If you are developing .Net classes or controls for use by other developers, then you should consider using the Never option to hide private and internal fields and properties. Since the consumers of your .Net assemblies would not be able to access or modify private or internal members, then typically they would not need to see them in the debugger. Of course, there are always exceptions.

Keep in mind that these attributes are just recommendations of how you think your class should be shown in the debugger. The debugger does not have to follow them. In Visual Studio, you can choose to ignore this (and other similar) attributes by checking the configuration option shown below.

DebuggerBrowsableAttribute_VS

As with last week, this article[^] is a great resource for further reading on this subject.

Written by Tom

October 23, 2007 at 7:17 am

TOTW: Google ‘site’ keyword

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While not specifically related to the topics covered by my blog, I do find the following to be invaluable. When searching for information on a given .Net class (or whatever), sometimes the results are cluttered with irrelevant links. To reduce the clutter, I will often use the “site” keyword in my Google searches.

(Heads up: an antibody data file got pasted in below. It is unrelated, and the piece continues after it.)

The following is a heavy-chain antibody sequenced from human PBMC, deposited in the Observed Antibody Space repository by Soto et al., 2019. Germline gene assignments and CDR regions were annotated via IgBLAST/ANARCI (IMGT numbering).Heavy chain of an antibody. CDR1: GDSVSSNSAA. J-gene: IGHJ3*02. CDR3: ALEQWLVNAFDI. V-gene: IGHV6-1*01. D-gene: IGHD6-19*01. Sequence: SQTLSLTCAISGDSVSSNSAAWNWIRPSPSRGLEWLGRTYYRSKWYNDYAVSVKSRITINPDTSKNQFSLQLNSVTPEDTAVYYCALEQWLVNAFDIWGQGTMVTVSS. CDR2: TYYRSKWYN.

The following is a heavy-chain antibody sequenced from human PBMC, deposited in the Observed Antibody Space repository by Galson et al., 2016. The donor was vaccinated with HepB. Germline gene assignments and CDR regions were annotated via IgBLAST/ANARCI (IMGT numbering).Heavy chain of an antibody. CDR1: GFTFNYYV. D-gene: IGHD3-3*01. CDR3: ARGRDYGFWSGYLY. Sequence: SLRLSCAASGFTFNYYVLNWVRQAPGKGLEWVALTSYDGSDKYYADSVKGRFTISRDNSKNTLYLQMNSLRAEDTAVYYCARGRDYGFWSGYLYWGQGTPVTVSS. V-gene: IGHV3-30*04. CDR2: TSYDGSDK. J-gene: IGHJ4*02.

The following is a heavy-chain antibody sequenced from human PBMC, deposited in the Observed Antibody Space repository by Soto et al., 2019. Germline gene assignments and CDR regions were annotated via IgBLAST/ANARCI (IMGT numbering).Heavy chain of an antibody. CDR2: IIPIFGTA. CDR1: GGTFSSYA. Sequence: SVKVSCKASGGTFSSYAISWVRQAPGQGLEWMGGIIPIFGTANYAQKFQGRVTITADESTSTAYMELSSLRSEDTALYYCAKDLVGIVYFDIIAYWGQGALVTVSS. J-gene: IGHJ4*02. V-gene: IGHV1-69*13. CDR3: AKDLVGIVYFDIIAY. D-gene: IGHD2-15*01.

For example, if we search Google for DebuggerDisplayAttribute[^] then we get a little over 1000 hits. We can specify our search expression as “DebuggerDisplayAttribute site:wordpress.com” to limit the results from the wordpress.com site as shown here[^].

 Google has many[^] more search criteria that you can specify, all of which can help you find what you need. Most other search engines will have similar options, but I tend to use Google.

Written by Tom

October 16, 2007 at 8:33 am

Posted in Tip of the Week

COTW: DebuggerDisplayAttribute Class

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The DebuggerDisplayAttribute[^] class allows you to specify how your classes will be displayed in a debugger. Specifically, you can define a string format that uses properties or fields from your class. This string will then be used by the debugger when it displays debug information about your class (e.g. in the Watch windows of Visual Studio).

MSDN[^] has a good write up on how to use this attribute. In the class below I have specified a string format that includes the Name property:

[DebuggerDisplay("The name of MyClass is {Name}")]
public class MyClass {
    /// <summary>
    /// Initializes a new instance of the
    /// <see cref="MyClass"/> class.
    /// </summary>